Oil Injustice examines the mobilization efforts of four communities with different oil histories in response to the construction of an oil pipeline. Using multiple sites in Ecuador as case studies, Patricia Widener examines the efforts of grassroots groups, non-governmental organizations, activist mayors, and transnational advocates that mobilized to redefine the country's oil path and to represent the voice of many local communities and organizations that sought to offer an alternative to the nation's oil dependency and to the use of its oil wealth. These groups generated divergent and at times rival reactions to the pipeline, though at their core, the multiple campaigns developed from a shared history and awareness of a number of marginalized communities and degraded environments in areas most important to the oil process. Widener shows that global environmental justice demands are bound within a capitalist political system, where community activists, national NGOs and their international allies are forced to seek local change rather than attempt to defeat a disabling and unequal system.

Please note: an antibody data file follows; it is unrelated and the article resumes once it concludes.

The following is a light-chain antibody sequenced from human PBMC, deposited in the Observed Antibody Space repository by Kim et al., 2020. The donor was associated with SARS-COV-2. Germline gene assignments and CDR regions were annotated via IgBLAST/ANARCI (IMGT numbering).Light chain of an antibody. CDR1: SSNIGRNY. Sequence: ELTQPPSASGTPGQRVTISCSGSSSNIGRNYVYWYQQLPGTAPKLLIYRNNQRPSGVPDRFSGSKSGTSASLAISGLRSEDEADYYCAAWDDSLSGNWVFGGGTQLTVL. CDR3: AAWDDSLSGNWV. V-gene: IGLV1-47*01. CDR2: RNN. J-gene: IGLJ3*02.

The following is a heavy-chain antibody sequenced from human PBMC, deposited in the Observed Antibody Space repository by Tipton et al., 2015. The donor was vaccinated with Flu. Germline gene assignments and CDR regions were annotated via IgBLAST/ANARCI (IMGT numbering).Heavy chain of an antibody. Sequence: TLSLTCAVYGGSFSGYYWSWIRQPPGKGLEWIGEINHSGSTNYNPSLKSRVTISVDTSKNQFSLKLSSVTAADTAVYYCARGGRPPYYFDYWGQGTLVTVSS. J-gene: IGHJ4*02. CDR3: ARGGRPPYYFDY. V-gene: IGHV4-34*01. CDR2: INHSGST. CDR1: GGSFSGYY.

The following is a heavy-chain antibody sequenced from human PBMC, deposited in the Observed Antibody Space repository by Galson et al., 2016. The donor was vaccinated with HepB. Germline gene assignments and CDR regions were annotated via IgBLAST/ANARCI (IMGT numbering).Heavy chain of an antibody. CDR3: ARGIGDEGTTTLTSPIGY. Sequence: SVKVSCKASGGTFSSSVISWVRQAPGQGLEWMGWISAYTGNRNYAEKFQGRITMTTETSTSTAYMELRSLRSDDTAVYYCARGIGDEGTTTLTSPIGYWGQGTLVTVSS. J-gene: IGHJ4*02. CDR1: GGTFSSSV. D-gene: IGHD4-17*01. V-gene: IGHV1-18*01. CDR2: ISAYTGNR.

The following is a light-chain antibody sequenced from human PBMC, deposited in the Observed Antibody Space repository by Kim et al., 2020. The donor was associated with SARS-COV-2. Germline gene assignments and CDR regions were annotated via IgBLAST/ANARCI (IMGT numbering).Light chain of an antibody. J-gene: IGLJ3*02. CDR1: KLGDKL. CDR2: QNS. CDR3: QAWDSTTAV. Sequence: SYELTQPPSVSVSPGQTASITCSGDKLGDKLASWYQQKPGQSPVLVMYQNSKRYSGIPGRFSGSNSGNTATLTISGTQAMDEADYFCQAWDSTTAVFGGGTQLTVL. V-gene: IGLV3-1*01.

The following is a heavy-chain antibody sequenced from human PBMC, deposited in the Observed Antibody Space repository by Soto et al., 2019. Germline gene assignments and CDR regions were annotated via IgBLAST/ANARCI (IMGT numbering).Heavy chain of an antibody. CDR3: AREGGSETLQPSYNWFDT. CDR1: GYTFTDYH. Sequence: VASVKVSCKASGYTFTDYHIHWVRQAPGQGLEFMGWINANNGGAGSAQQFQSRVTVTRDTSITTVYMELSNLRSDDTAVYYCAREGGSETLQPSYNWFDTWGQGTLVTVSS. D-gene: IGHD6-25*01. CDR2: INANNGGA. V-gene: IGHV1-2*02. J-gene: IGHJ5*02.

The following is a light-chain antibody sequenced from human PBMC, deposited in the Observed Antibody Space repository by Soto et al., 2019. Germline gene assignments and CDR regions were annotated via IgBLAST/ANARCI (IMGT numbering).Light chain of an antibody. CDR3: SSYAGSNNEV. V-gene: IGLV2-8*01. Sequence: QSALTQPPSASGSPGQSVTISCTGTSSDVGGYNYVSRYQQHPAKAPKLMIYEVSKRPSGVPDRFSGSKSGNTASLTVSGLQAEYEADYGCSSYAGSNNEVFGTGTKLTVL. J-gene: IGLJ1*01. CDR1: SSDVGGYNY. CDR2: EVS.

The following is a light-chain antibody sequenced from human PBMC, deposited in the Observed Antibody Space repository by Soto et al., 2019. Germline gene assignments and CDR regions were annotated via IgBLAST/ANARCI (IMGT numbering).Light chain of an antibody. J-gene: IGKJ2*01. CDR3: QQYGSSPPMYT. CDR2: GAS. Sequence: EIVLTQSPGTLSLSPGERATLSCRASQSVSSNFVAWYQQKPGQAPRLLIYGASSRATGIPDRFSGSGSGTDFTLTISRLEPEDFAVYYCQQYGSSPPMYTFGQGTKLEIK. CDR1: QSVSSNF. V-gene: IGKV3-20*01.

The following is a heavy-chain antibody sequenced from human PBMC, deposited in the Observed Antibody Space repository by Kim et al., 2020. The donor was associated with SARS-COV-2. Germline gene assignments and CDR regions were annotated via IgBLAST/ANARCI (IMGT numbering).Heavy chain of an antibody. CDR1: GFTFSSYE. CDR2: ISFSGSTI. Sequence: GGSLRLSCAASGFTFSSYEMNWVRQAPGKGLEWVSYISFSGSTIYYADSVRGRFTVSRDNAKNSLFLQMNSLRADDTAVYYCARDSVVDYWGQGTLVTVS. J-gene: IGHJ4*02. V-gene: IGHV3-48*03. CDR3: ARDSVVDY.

"In Oil Injustice, Widener skillfully exposes the global political economy as a bully that systematically and strategically exploits both the world's natural resources and its poorest citizens. Seemingly beyond reproach 'the fight continues' as a latter day David and Goliath struggle by local and transnational activists to effect systemic change."—Julian Agyeman, Tufts University; author of Sustainable Communities and the Challenge of Environmental Justice